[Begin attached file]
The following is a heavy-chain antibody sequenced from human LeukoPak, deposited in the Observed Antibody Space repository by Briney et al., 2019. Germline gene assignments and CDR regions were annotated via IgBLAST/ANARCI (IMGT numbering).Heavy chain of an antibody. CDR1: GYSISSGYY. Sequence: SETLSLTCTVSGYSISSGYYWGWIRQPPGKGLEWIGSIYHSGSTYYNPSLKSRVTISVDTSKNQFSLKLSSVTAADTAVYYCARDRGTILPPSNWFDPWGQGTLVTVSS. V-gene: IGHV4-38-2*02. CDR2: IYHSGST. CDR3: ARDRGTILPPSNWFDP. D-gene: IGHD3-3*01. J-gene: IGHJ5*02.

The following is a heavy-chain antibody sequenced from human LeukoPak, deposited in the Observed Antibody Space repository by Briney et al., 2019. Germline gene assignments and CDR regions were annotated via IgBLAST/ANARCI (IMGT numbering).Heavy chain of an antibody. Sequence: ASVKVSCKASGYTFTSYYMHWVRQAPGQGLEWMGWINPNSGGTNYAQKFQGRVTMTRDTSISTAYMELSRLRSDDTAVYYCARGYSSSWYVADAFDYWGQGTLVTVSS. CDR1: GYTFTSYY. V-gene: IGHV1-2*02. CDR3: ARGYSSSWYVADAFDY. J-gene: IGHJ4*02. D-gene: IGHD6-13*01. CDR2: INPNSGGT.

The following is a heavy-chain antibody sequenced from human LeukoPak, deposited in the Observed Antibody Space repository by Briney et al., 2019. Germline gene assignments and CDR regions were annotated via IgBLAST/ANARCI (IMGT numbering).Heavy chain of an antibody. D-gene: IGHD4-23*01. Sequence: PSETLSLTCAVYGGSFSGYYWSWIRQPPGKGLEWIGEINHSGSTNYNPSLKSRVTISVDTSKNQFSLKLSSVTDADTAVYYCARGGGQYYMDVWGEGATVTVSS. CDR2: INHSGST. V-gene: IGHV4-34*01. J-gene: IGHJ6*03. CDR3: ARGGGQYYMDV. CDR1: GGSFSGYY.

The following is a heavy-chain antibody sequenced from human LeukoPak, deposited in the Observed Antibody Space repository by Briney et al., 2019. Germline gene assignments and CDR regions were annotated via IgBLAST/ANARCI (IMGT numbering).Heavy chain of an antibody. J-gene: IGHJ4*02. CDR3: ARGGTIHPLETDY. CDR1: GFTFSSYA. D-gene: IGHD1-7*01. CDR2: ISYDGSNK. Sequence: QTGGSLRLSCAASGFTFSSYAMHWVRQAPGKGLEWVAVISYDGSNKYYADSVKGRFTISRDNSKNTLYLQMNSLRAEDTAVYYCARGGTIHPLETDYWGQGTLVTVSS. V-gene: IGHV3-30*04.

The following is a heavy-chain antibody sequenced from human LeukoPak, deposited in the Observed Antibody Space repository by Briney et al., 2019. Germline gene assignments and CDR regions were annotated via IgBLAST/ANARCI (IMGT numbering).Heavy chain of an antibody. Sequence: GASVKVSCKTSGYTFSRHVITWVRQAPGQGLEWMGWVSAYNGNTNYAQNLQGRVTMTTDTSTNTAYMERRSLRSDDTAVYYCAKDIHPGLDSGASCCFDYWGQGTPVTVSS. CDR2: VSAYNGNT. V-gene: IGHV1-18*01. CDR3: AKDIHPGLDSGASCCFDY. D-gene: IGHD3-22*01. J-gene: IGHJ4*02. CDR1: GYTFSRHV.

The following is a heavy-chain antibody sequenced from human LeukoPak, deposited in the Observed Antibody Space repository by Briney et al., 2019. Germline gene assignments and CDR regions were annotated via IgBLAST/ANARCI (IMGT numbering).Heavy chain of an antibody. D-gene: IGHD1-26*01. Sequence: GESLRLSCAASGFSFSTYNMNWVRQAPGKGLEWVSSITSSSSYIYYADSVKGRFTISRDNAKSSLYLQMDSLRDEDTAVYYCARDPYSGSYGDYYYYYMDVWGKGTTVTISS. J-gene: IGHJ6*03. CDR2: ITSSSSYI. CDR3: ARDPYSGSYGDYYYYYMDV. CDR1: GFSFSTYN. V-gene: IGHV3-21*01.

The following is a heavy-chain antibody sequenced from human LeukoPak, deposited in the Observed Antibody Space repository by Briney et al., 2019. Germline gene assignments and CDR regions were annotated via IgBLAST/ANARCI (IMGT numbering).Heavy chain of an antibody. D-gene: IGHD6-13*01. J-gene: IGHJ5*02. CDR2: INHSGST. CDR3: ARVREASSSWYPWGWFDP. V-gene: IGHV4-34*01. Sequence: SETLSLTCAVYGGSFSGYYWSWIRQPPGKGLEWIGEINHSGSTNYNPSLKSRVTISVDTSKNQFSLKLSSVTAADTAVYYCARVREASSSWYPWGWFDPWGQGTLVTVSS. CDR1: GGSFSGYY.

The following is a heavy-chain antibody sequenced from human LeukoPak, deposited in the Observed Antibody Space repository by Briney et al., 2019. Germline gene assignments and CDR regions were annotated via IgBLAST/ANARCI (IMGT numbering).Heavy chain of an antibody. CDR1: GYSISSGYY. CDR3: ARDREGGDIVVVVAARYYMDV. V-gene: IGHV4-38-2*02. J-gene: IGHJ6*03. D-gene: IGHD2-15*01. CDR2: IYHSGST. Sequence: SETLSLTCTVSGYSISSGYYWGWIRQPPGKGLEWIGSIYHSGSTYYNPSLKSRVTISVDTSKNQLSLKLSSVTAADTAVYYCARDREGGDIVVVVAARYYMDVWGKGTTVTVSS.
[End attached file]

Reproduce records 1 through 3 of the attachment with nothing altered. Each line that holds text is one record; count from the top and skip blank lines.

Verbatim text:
The following is a heavy-chain antibody sequenced from human LeukoPak, deposited in the Observed Antibody Space repository by Briney et al., 2019. Germline gene assignments and CDR regions were annotated via IgBLAST/ANARCI (IMGT numbering).Heavy chain of an antibody. CDR1: GYSISSGYY. Sequence: SETLSLTCTVSGYSISSGYYWGWIRQPPGKGLEWIGSIYHSGSTYYNPSLKSRVTISVDTSKNQFSLKLSSVTAADTAVYYCARDRGTILPPSNWFDPWGQGTLVTVSS. V-gene: IGHV4-38-2*02. CDR2: IYHSGST. CDR3: ARDRGTILPPSNWFDP. D-gene: IGHD3-3*01. J-gene: IGHJ5*02.

The following is a heavy-chain antibody sequenced from human LeukoPak, deposited in the Observed Antibody Space repository by Briney et al., 2019. Germline gene assignments and CDR regions were annotated via IgBLAST/ANARCI (IMGT numbering).Heavy chain of an antibody. Sequence: ASVKVSCKASGYTFTSYYMHWVRQAPGQGLEWMGWINPNSGGTNYAQKFQGRVTMTRDTSISTAYMELSRLRSDDTAVYYCARGYSSSWYVADAFDYWGQGTLVTVSS. CDR1: GYTFTSYY. V-gene: IGHV1-2*02. CDR3: ARGYSSSWYVADAFDY. J-gene: IGHJ4*02. D-gene: IGHD6-13*01. CDR2: INPNSGGT.

The following is a heavy-chain antibody sequenced from human LeukoPak, deposited in the Observed Antibody Space repository by Briney et al., 2019. Germline gene assignments and CDR regions were annotated via IgBLAST/ANARCI (IMGT numbering).Heavy chain of an antibody. D-gene: IGHD4-23*01. Sequence: PSETLSLTCAVYGGSFSGYYWSWIRQPPGKGLEWIGEINHSGSTNYNPSLKSRVTISVDTSKNQFSLKLSSVTDADTAVYYCARGGGQYYMDVWGEGATVTVSS. CDR2: INHSGST. V-gene: IGHV4-34*01. J-gene: IGHJ6*03. CDR3: ARGGGQYYMDV. CDR1: GGSFSGYY.